Unfortunately, even if I get it working, it's still unreasonably slow, with the example I have it's got a 1GHz Transmeta Crusoe processor (which is another interesting point about this machine), so even when loaded with the maximum supported memory, it's still not going to be very usable.

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Bronze badge

The real questions that need to be asked here are these:

How often are patents granted that are not actually valid?

How much money is spent on court cases arising from these patents?

Are Apple going to have to pay all of Samsung's legal costs on this one?

Or should the patent office be liable for Samsung's costs? After all Samsung would not have had to go to court had the patent office done their job properly.

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FAIL

Excellent News, crApple went for the nuclear option and tried to get the samsung banned, they failed, and instead it looks like they have lost the patent thereby highlighting the dubious nature of all their patents and job's outbursts about android.

crApple wern't happy to be the trend setters or a (the) major palyer in mobile computing, they got greedy wanted it all the pie for themselves, still as the saying goes, "Those whom the gods wish to destroy, they first make mad".

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Anonymous Coward

Read the Article FanTard

If you read the article you would know that the original Galaxy Tab 10.1 was found to have infringed Apples IP but the new Galaxy Tab 10.1N doesn't. Meaning that this could have all been avoided if Samsung had redesigned the Galaxy Tab 10.1 when Apple. Apples IP hasn't been found to be invalid.

Who am i kidding the Android Tard army has never let thinking get in the way of faith. I await the day Google loses to Oracle, the mass outpouring of butthurt will be epically funny.

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FAIL

@ac - Don't just read it, pay *attention*!

My shiny new Android phone can cut'n'paste random text, so allow me to quote:

"The court decided that the Apple-owned patent on which the Mac maker had pegged its allegation that the Samsung kit infringes its intellectual property will be torn up."

This doesn't imply the revised Samsung tablet is okay, it implies the patent *itself* was bogus.

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Bronze badge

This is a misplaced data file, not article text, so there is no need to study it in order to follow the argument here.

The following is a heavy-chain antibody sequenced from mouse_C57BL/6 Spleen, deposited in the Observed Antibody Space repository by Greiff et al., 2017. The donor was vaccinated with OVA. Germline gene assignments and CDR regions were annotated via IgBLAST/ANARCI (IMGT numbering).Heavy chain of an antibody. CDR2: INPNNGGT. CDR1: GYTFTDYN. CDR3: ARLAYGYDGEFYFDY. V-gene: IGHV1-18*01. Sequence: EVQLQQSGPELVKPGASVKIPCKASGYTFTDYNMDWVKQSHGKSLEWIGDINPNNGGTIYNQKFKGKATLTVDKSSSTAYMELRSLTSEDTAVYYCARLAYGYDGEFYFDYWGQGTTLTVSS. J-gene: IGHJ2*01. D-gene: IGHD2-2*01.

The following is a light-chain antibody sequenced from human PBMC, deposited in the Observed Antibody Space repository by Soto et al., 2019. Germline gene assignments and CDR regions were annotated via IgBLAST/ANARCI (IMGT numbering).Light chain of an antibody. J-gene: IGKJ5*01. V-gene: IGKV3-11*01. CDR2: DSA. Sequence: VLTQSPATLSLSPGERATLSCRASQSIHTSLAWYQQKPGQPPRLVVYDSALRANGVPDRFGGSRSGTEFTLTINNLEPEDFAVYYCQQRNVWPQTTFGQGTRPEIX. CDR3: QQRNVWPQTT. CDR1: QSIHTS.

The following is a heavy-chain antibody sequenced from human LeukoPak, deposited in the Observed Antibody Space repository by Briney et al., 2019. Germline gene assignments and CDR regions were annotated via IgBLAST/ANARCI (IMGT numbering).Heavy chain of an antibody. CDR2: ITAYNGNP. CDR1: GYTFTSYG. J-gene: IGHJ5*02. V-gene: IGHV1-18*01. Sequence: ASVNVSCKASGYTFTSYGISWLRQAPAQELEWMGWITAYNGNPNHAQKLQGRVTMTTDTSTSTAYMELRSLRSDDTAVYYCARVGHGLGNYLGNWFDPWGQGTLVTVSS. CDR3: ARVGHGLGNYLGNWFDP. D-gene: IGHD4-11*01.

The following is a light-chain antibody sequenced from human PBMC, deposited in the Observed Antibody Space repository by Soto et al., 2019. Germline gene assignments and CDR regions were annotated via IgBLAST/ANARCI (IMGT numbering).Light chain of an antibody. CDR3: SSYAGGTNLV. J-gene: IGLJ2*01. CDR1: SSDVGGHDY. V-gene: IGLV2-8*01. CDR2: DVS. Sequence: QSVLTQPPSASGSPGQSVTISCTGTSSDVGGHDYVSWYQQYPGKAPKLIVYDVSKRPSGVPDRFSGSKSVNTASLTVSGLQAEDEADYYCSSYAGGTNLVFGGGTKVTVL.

It doesn't just *imply* that the patent was bogus. It says quite clearly that the patent is invalid.

It will be interesting to see if Samsung now pursue a claim against Apple or indeed the German authorities for the costs involved in revising their kit. It would be a good thing if they did a cost for the courts would make them check patents more carefully before basing a judgement upon them.

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FAIL

@AC Fanboi

FFS, here I am calling crApple the trend setter in mobile computing and the fanbois are still downvoting me!

@AC, I’m in the process of writing an app based loosely on the Twat-O-Tron that will automatically generate fanboi turdspurts and downvote posts, it will have the advantages that 1) you don’t need to read the original article and comprehend it; 2) it will generate complete sentences and not rubbish like “Meaning that this could have all been avoided if Samsung had redesigned the Galaxy Tab 10.1 when Apple” and 3) save you the bother of reading your own posts to see if they make sense.

Would you be interested is such an app?

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@Field Marshal Von Krakenfart

If you think it's only the Apple fans (or indeed any other demographic other than "irrational, angry people") that unfairly down vote then you're probably not as unbiased as you think.

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@ThomH

No I think I am unbiased, if something is good I have no problem saying its good, and when something is bad I will say its bad.

For example my son has an iFad (that I paid for) and I can see how well designed the entire product is, however I find the claim "U.S. Registration No. 3,457,218 is for the configuration of a rectangular handheld mobile digital electronic device with rounded corners" is some sort of unique crApple design morally repugnant.

it would be like Fender lodging a design patent claiming that "a configuration of metal, natural or synthetic strings tensioned on a block of wood (with round corners) so that they vibrate at specific frequencies" is a unique fender design and then going to the courts to block sales of every other guitar manufacturers guitars.

bollocks, complete and utter bollocks.

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@Field Marshal Von Krakenfart

I think you've misunderstood me. Your earlier post states surprise that you got voted down by 'fanbois' despite having said something positive about an Apple product. However there are actually very large swathes of fanbois that vote down exactly when anyone says anything positive about an Apple product.

It's your belief that an angry senseless hoard exists only in the Apple community that suggests bias. In reality there are at least as many irrational voters (indeed, one would assume many more) using Android because such people permeate society as a whole and the mobile phone they happen to have is an orthogonal issue.

Check out absolutely any Internet forum on absolutely any topic for the evidence. If you think you've identified a special pattern then it's probably confirmation bias.

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@ThomH